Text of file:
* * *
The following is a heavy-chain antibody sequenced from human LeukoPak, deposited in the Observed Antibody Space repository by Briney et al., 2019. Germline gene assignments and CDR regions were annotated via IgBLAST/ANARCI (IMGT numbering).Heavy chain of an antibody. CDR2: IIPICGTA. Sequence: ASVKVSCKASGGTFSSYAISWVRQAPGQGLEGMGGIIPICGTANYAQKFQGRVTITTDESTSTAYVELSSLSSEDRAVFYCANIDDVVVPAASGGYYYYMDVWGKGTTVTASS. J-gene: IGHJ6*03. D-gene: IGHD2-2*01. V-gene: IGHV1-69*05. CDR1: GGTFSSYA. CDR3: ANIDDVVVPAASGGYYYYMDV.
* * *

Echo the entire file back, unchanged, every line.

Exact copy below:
The following is a heavy-chain antibody sequenced from human LeukoPak, deposited in the Observed Antibody Space repository by Briney et al., 2019. Germline gene assignments and CDR regions were annotated via IgBLAST/ANARCI (IMGT numbering).Heavy chain of an antibody. CDR2: IIPICGTA. Sequence: ASVKVSCKASGGTFSSYAISWVRQAPGQGLEGMGGIIPICGTANYAQKFQGRVTITTDESTSTAYVELSSLSSEDRAVFYCANIDDVVVPAASGGYYYYMDVWGKGTTVTASS. J-gene: IGHJ6*03. D-gene: IGHD2-2*01. V-gene: IGHV1-69*05. CDR1: GGTFSSYA. CDR3: ANIDDVVVPAASGGYYYYMDV.